You spent many years in New Caledonia, and worked closely with the indigenous people there. What has working with other cultures taught you?

To embrace and learn about the country you are a guest in, and the people who live there. To be accepting of other cultures and beliefs. To be open-minded and respectful.

The 2002 Bali bombing that killed more than 200 people happened just as my wife and I, and our then-8-month-old son Nicolas, landed in Sydney, Australia – it was our last transit stop on our relocation to Indonesia, where we would be living, and where I was joining the Vale team. After the bombing, all expat women and children were evacuated to Perth, which is where Nancy and the baby stayed for a short time. I went on to Indonesia to support my team and oversee operations, which had continued uninterrupted. Two weeks later I returned to Perth, and brought Nancy and Nicolas back with me to Soroako.

Despite what others may have thought at the time about Indonesia, we loved our time there, we loved the culture, and we loved the people. 

Working in remote or different parts of the world has taught me a lot about human nature in general. At the end of the day, most people are not complicated – they just want to make a good life and look after their family.

Our industry has come a long way when it comes to corporate social responsibility and partnering with other cultures: Kinross, in particular, does a terrific job of giving back in the communities where they operate – it’s clear to me that this company works hard to be a good neighbour.

Pictured above: Mike visits with children in a small Indonesian village called Nuha

Pictured above: Mike presides over a ceremony at PT Inco Indonesia

Pictured above: Mike welcomes the Indonesian Military to Soroako, PT Inco Indonesia

You have a wife and two sons. How do they feel about moving to Las Palmas?

My wife Nancy and my two boys Nicolas (13 years old) and Adam (10 years old), are very excited to join me here in Las Palmas in June. They are looking forward to experiencing the culture and meeting new people. They know from past relocations that it will be an enriching learning experience.

Pictured above: Mike with his son Adam in Thompson, Manitoba…enjoying the endless winters!

Pictured above: Mike’s son Nicolas sits at Mike’s desk at Pt Inco Indonesia

You have only been with Kinross a short time, but what is your general impression of our company and our people?

My impression is very positive. I see real people working really hard to make things happen. I see a high performance culture and a company that has values that I share.

What do you like to do in your spare time?

With two young boys at home and a busy job, I don’t have much time to spare, but I really enjoy flying float planes, going to the gym, and skiing. In my younger days, I was a member of the Canadian Ski Patrol*.  In Canada, I used to spend a lot of time at the ice hockey arena with my sons, but I have yet to see an arena in Las Palmas!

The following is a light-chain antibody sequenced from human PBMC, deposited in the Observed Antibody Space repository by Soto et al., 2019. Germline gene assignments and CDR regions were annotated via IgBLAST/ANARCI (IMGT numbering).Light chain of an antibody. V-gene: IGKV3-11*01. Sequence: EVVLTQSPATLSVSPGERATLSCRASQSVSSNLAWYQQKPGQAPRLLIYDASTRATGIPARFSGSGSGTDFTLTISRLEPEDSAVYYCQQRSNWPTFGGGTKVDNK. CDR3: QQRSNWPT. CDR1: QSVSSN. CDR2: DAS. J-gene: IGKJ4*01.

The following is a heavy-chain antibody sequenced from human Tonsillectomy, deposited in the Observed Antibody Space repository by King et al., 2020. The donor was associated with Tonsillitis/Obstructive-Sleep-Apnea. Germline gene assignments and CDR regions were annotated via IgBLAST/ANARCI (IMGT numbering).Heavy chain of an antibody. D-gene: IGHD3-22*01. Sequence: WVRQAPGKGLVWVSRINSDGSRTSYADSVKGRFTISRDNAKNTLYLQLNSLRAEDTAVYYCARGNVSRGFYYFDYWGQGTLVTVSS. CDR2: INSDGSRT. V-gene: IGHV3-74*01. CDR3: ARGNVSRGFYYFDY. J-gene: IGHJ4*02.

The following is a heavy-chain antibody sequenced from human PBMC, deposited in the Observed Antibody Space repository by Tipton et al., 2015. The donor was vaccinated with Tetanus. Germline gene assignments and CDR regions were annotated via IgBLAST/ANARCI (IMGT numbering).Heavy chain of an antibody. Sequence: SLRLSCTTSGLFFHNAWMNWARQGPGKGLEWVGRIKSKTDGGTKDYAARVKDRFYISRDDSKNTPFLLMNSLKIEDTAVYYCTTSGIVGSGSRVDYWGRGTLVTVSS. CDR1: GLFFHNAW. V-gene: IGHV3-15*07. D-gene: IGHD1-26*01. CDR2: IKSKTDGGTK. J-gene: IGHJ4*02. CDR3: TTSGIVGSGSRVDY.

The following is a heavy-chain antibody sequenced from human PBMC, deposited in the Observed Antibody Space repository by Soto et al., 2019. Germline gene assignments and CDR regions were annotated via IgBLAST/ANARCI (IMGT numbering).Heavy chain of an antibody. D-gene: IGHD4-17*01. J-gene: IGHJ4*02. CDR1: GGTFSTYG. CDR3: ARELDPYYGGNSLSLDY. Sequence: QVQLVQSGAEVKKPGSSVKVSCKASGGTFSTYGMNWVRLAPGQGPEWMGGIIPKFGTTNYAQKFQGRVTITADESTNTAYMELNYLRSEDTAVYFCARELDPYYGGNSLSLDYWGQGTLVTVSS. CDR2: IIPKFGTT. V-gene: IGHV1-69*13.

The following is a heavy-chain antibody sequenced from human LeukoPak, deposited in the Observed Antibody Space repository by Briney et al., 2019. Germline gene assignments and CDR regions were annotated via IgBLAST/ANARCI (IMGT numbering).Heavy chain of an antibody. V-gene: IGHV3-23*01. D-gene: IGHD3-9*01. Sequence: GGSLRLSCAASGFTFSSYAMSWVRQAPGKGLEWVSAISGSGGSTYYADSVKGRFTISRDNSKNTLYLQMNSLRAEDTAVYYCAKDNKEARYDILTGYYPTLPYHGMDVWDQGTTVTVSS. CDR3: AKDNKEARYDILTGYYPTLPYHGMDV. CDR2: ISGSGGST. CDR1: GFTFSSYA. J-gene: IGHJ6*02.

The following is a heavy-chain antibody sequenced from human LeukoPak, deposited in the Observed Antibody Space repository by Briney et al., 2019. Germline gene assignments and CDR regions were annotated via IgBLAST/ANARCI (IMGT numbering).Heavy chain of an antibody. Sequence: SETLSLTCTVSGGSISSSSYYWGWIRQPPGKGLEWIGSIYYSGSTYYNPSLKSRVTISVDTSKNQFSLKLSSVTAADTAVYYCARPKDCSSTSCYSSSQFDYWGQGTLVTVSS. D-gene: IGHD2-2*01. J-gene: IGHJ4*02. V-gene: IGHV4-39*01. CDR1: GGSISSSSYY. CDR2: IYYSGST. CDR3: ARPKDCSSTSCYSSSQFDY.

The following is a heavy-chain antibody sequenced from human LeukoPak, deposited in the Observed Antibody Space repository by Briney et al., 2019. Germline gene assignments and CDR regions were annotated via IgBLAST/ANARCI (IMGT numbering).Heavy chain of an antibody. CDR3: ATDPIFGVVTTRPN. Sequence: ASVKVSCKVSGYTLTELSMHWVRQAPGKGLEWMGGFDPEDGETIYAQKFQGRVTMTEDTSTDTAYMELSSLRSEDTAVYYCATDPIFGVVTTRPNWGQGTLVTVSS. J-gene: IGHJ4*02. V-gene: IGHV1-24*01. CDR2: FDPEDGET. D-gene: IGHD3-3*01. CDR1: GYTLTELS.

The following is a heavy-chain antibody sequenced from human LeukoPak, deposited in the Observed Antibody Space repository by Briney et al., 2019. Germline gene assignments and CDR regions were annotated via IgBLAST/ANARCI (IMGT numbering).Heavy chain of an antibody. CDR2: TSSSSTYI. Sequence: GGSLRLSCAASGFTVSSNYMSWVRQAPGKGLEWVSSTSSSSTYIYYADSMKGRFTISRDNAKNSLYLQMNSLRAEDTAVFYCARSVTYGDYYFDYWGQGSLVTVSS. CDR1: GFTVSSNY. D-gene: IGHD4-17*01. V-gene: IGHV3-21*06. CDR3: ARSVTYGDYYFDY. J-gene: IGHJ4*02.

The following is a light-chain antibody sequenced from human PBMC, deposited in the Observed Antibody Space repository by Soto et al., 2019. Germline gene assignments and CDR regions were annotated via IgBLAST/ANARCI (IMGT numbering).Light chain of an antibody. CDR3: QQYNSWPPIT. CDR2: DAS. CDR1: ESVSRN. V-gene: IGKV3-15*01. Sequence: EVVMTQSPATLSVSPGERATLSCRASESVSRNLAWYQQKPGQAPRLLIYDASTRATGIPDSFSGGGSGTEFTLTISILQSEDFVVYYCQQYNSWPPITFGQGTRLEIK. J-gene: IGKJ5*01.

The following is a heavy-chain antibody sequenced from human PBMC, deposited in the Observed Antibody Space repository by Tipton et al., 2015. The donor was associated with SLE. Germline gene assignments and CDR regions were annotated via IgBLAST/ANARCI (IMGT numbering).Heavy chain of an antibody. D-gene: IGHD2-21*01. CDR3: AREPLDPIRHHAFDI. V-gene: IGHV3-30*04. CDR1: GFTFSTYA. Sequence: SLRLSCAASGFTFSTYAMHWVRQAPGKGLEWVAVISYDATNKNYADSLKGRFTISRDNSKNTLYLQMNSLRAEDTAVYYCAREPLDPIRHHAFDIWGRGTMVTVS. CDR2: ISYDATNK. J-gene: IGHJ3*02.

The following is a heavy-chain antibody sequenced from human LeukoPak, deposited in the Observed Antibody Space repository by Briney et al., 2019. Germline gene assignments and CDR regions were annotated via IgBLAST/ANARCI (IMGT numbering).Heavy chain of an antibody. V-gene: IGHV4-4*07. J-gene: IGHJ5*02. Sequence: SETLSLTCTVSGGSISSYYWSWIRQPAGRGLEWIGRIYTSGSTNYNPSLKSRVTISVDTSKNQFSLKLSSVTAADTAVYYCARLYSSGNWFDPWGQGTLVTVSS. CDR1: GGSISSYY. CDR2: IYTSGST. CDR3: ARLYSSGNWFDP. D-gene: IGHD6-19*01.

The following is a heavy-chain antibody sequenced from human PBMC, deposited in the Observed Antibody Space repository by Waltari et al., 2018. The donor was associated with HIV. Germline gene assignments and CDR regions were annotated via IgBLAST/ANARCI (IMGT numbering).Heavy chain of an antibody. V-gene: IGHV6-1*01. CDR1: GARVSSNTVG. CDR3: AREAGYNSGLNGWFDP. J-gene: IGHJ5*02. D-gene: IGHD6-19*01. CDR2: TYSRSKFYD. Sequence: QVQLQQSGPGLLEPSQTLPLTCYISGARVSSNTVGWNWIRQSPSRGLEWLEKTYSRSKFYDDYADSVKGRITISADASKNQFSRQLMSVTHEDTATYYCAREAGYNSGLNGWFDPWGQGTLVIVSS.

*The Canadian Ski Patrol is a national organization that provides advanced first aid and emergency response services at ski resorts across Canada.

Pictured above: Mike skiing with his wife Nancy at Mammoth Mountain in California, USA

If you had to describe yourself using 3 words, what would they be?

Patient. Focused. Committed. 

If your sons had to describe you using 3 words, what would they be?

Fun. Awesome. Adventurous. (Their own words, I asked them!)

What are you most proud of?

Someone once said, “With leadership…comes great responsibility.” I am privileged to be a leader in this industry, and to have had the opportunity to flex my influence to create positive impacts in areas I feel are critically important: safety, continuous improvement, and community relations as examples. I hope to continue that trend and leave a positive impact here at Kinross.

What are a few of your top priorities for Kinross in Africa in 2015?

Continue supporting our teams in safety excellence. Strive towards continuous improvement across a variety of areas at our operations. Contribute to and support the Tasiast strategy. Focus on the Chirano life-of-mine extension.

What was the last experience that made you a stronger person?

Raising two energetic young boys…I have developed 10-fold in patience.

Name something they don’t teach people in school, but should. 

Appreciate and embrace diversity in people and cultures.

Pictured above: Waterfalls in the Wowondula area near Soroako, PT Inco Indonesia

 Pictured above: A python at an exploration camp near Soroako, PT Inco Indonesia. The snake was safely released a distance from the camp, across the Larona River.

Mike’s door and inbox are always open. He is based in our regional office in Las Palmas, and can be reached at